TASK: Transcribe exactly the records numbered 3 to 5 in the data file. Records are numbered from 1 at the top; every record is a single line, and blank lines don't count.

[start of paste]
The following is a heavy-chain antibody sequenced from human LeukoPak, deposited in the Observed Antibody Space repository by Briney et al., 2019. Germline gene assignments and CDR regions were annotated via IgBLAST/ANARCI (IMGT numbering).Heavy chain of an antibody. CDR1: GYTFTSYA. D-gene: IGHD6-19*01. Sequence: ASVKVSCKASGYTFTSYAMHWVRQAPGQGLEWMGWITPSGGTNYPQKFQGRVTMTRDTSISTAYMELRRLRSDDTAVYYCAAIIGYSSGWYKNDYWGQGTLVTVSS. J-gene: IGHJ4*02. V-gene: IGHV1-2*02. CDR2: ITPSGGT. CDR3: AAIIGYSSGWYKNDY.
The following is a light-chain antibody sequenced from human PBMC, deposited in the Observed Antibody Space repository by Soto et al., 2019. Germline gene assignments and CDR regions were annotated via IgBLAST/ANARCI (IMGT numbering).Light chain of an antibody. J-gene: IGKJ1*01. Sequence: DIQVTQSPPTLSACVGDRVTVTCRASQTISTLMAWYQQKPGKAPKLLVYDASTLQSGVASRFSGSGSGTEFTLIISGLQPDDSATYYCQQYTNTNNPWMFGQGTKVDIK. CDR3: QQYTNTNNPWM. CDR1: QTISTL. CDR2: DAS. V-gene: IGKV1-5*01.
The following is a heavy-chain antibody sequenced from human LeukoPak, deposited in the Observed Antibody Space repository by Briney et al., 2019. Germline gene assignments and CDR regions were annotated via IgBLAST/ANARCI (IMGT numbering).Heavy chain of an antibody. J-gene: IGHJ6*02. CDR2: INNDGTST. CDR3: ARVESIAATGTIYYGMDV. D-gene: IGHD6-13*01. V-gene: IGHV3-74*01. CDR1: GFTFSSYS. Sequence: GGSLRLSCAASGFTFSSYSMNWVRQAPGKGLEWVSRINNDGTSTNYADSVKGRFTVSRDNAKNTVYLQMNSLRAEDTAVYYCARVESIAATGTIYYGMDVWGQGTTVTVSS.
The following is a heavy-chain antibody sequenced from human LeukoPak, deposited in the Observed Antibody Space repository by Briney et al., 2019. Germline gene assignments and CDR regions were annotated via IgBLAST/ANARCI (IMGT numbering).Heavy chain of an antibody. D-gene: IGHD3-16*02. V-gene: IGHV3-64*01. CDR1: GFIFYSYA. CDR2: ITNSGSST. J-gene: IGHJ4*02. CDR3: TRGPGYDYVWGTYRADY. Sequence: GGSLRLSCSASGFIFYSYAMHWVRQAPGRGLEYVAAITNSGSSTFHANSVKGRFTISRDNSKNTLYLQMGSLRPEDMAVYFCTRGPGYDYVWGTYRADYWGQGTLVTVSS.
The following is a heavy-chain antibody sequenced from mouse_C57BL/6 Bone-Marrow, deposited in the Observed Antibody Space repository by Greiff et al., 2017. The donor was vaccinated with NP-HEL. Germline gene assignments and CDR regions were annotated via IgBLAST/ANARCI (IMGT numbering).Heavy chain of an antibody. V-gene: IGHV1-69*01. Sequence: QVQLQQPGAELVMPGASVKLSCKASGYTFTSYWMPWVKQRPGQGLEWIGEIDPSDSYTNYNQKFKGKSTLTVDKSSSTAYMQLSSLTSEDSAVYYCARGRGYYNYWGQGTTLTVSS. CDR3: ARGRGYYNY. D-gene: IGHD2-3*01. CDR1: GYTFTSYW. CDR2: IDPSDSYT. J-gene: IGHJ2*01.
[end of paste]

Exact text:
The following is a heavy-chain antibody sequenced from human LeukoPak, deposited in the Observed Antibody Space repository by Briney et al., 2019. Germline gene assignments and CDR regions were annotated via IgBLAST/ANARCI (IMGT numbering).Heavy chain of an antibody. J-gene: IGHJ6*02. CDR2: INNDGTST. CDR3: ARVESIAATGTIYYGMDV. D-gene: IGHD6-13*01. V-gene: IGHV3-74*01. CDR1: GFTFSSYS. Sequence: GGSLRLSCAASGFTFSSYSMNWVRQAPGKGLEWVSRINNDGTSTNYADSVKGRFTVSRDNAKNTVYLQMNSLRAEDTAVYYCARVESIAATGTIYYGMDVWGQGTTVTVSS.
The following is a heavy-chain antibody sequenced from human LeukoPak, deposited in the Observed Antibody Space repository by Briney et al., 2019. Germline gene assignments and CDR regions were annotated via IgBLAST/ANARCI (IMGT numbering).Heavy chain of an antibody. D-gene: IGHD3-16*02. V-gene: IGHV3-64*01. CDR1: GFIFYSYA. CDR2: ITNSGSST. J-gene: IGHJ4*02. CDR3: TRGPGYDYVWGTYRADY. Sequence: GGSLRLSCSASGFIFYSYAMHWVRQAPGRGLEYVAAITNSGSSTFHANSVKGRFTISRDNSKNTLYLQMGSLRPEDMAVYFCTRGPGYDYVWGTYRADYWGQGTLVTVSS.
The following is a heavy-chain antibody sequenced from mouse_C57BL/6 Bone-Marrow, deposited in the Observed Antibody Space repository by Greiff et al., 2017. The donor was vaccinated with NP-HEL. Germline gene assignments and CDR regions were annotated via IgBLAST/ANARCI (IMGT numbering).Heavy chain of an antibody. V-gene: IGHV1-69*01. Sequence: QVQLQQPGAELVMPGASVKLSCKASGYTFTSYWMPWVKQRPGQGLEWIGEIDPSDSYTNYNQKFKGKSTLTVDKSSSTAYMQLSSLTSEDSAVYYCARGRGYYNYWGQGTTLTVSS. CDR3: ARGRGYYNY. D-gene: IGHD2-3*01. CDR1: GYTFTSYW. CDR2: IDPSDSYT. J-gene: IGHJ2*01.